Dog Vision Explained
How do dogs see the world? Do they see colours? How do they see at night? Understanding dog vision so we can better understand our dogs.
How do dogs see the world we share?
Relative to us, dogs see the world from a much lower perspective since they are at a lower eye level. This is something that we as dog owners sometimes overlook. To most dogs we are giants. This changes the whole perspective. On the other hand dogs are closer to the ground and may see things that we usually miss. So although we are sharing the same world, views are very different.
Do dogs see colours or just black and white?
Our eyes are similar to those of dogs but yet have certain differences that give us a different view of our surroundings. The eyes of humans and dogs have cells called cone cells. These cells are responsible to detect colours.
Human cone cells can detect three colours; Red, Blue and Green (Trichromatic vision). This makes us see the world how we do.
Dog cone cells can detect two colours; Yellow and Blue (Dichromatic vision). This makes dog vision less coloured than ours and based on shades of yellow and blue.
The picture below compares how the same colour spectrum is seen differently by humans and dogs.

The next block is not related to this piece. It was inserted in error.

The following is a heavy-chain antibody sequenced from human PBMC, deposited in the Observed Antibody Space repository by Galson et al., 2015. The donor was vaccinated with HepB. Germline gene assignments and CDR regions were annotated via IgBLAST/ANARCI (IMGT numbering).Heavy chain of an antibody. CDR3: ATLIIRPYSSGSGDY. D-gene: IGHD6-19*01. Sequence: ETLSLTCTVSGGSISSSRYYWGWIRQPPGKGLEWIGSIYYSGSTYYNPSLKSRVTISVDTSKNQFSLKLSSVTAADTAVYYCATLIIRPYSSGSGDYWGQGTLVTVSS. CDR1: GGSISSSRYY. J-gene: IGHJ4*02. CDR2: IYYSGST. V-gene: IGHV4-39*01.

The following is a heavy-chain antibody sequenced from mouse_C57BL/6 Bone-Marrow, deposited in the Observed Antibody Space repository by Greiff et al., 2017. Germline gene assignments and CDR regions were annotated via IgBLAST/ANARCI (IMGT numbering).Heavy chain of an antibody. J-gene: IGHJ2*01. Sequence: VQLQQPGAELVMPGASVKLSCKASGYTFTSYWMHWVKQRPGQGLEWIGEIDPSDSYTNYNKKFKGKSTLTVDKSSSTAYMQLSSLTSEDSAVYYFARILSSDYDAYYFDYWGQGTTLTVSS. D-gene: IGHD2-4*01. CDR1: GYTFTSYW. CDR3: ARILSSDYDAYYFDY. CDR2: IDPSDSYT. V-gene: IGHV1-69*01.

In addition, the number of cone cells that dogs have is lower compared to that of humans. So although dogs see well during the day they do not see as sharp as we do. Humans have the central area in the retina, called the fovea centralis, composed only of cone cells. Dogs on the other hand have less cone cells in the fovea centralis because there are other cells called rod cells (responsible for night vision) present in the area. It is this difference that gives us sharper vision in daylight.
How do dogs see at night?
Night vision is determined by the number of another type of cells in the eyes called rod cells. Rod cells are more sensitive than cone cells and are mainly used for night vision. Rod cells cannot distinguish colours and have almost no ability to render colour vision. This is why at night we see more shades of objects rather than colours.
Dogs have more rod cells than humans and this makes them better at night vision. It is estimated that dogs can see in light that is five times dimmer than what humans would need to be able to see at night.
Dogs have another advantage that makes them better at night vision. There is a layer of cells in the eyes of dogs that is called the tapetum lucidum which is essentially a layer of cells that reflect light within the eye. This reflection results in more light in the eye when at lower ambient light. This helps dogs see better at night.
This is also the reason why your dog’s eyes shine at night. The shine that you see is the result of this reflection by the tapetum lucidum.
Dogs see in shades of yellow and blue and their day vision is not as sharp as that of humans. Dogs have very good night vision and can see in light that is five times dimmer that what humans need to be able to see at night.